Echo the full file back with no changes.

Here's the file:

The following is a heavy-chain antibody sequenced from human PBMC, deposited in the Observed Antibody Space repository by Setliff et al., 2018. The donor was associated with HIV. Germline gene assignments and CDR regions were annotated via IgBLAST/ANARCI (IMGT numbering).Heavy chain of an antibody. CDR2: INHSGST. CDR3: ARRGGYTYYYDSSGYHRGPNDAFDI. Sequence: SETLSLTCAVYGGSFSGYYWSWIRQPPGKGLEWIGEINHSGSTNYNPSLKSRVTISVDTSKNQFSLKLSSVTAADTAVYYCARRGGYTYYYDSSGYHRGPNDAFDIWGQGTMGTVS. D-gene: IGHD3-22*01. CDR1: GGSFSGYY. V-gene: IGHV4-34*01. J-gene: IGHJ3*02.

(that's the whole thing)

The following is a heavy-chain antibody sequenced from human PBMC, deposited in the Observed Antibody Space repository by Setliff et al., 2018. The donor was associated with HIV. Germline gene assignments and CDR regions were annotated via IgBLAST/ANARCI (IMGT numbering).Heavy chain of an antibody. CDR2: INHSGST. CDR3: ARRGGYTYYYDSSGYHRGPNDAFDI. Sequence: SETLSLTCAVYGGSFSGYYWSWIRQPPGKGLEWIGEINHSGSTNYNPSLKSRVTISVDTSKNQFSLKLSSVTAADTAVYYCARRGGYTYYYDSSGYHRGPNDAFDIWGQGTMGTVS. D-gene: IGHD3-22*01. CDR1: GGSFSGYY. V-gene: IGHV4-34*01. J-gene: IGHJ3*02.